What do novels, poems and picture books have to do with our human rights? We’ll let Archbishop Desmond Tutu answer that one.
'They are all bound up with this wonderful talent we humans have: to empathise with others.
If, by reading...we are enabled to step, for one moment, into another person's shoes, to get right under their skin, then that is already a great achievement.
Through empathy we overcome prejudice, develop tolerance and ultimately understand love. Stories can bring understanding, healing, reconciliation and unity.’
Archbishop Desmond Tutu
Reading fiction develops our empathy and social understanding. Empathy helps us stand up to prejudice and discrimination.
Amnesty endorsed books
That is why we take literature seriously. As a tool for empathy, for education and for awareness-raising it is almost unrivalled.
For years we have worked with the best authors, illustrators, playwrights and poets to publish, co-publish or endorse books aimed at a wide range of ages and interests.
To celebrate the 60th anniversary of Universal Declaration of Human Rights we published the magnificently illustrated in We Are All Born Free, a picture book outlining all of the articles in the UDHR aimed at children from six years old.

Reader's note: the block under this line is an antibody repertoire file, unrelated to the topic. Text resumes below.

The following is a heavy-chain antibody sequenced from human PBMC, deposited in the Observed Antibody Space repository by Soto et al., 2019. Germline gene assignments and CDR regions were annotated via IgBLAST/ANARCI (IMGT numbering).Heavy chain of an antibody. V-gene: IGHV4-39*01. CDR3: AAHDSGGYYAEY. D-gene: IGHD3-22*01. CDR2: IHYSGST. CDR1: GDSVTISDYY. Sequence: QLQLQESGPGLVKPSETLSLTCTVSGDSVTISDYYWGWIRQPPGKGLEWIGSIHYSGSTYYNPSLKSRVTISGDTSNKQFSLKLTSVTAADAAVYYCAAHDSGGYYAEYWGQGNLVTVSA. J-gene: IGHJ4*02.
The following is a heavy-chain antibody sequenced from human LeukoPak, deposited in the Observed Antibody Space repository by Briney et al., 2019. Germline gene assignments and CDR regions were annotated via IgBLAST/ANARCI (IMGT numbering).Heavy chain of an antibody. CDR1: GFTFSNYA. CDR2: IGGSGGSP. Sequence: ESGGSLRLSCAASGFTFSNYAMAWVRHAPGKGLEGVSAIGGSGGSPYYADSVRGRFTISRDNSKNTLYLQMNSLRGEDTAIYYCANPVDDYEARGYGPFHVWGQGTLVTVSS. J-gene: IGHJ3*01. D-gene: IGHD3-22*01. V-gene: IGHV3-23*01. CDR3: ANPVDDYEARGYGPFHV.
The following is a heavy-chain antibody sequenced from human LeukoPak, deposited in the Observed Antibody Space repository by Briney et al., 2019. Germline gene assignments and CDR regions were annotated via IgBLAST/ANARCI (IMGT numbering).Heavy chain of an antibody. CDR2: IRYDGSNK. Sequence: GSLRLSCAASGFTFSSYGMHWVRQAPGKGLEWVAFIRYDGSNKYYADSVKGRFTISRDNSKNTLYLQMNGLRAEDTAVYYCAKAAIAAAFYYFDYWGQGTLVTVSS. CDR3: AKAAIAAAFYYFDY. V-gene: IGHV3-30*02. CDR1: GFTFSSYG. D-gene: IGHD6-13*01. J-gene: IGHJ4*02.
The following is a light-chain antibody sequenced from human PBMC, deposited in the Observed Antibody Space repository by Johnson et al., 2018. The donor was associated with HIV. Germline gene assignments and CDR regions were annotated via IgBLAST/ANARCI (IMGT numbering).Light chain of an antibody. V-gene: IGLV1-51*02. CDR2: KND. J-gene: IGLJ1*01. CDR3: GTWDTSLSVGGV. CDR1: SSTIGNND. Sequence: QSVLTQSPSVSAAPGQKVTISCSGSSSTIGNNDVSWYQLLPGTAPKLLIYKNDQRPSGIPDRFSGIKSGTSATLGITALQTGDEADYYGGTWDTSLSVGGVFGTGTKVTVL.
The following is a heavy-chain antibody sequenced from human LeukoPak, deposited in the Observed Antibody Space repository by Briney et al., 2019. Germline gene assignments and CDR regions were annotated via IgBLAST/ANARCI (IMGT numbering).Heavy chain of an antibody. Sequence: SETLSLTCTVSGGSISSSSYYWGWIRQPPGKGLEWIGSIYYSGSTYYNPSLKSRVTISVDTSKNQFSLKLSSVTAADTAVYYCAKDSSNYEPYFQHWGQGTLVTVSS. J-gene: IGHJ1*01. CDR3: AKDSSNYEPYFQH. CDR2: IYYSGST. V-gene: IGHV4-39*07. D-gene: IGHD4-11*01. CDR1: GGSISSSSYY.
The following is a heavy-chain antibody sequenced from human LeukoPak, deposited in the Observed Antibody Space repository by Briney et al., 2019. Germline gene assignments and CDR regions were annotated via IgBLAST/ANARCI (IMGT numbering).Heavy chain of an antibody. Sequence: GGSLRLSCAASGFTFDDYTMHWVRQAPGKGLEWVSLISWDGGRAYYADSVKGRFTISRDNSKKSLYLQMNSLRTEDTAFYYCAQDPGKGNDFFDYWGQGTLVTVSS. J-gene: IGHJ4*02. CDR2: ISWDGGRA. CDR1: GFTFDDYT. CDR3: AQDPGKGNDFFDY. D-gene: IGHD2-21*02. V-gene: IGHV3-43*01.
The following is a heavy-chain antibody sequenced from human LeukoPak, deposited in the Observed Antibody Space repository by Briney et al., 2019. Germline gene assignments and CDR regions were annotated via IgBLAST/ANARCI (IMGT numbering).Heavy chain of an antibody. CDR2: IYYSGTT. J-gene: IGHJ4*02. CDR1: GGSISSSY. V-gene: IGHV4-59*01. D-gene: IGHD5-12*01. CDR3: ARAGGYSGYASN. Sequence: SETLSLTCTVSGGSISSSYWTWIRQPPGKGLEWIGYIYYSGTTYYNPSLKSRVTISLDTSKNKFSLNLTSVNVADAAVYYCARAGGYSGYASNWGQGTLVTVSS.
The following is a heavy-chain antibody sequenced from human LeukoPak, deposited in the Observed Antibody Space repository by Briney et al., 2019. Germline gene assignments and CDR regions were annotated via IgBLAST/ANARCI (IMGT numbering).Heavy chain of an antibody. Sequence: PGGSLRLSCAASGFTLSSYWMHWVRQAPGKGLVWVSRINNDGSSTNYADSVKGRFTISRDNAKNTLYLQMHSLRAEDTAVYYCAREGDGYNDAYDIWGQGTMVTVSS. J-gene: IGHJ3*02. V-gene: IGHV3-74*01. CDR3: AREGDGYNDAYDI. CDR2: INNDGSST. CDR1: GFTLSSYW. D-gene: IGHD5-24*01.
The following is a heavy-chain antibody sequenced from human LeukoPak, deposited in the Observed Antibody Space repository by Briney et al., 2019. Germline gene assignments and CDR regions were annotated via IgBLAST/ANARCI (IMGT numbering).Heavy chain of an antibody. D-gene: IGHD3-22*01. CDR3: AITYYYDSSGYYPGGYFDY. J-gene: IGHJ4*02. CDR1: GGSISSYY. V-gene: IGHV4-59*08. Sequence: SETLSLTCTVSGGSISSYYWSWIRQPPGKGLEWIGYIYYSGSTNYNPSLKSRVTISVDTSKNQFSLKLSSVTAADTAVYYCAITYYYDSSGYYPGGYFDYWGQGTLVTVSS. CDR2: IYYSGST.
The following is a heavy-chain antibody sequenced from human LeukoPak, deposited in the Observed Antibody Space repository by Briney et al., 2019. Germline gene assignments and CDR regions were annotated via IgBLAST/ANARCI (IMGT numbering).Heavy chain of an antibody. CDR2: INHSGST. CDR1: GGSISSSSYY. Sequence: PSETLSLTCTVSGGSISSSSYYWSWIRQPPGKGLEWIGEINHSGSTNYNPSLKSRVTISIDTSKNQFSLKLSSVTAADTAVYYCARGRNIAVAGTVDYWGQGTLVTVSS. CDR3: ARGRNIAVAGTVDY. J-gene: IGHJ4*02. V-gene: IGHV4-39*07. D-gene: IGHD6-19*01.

More recently, we collaborated with Waterstones to produce an illustrated booklet Know your Rights for adults celebrating the 60th anniversary of the European Convention of Human Rights featuring drawings by David Shrigley, Merrily Harpur, Steven Appleby, Royston, Marf and Liza Donnelly.
The books we endorse and publish cover a great variety of topics. Activists, teachers, children, and book-lovers alike will find the perfect read to learn about, understand, teach and take action for human rights.
Join us for an event
As well as published and endorse books, we host a range of literature-related events across the year. Our imprisoned writers’ series has become a fixture at the Edinburgh Literature Festival, and we regularly hold book launches and author talks at venues around the UK.
Using fiction to teach human rights
Fiction has real power to further human rights education. Stories, memoirs and picture books are great resources to help personalise human rights that may otherwise seem abstract. They can awaken students to new worlds and challenging situations and provoke discussions under the school curriculum.
It is for these reasons that we have developed a series of teachers’ notes on novels and picture books to help explore the values at the heart of human rights through fiction.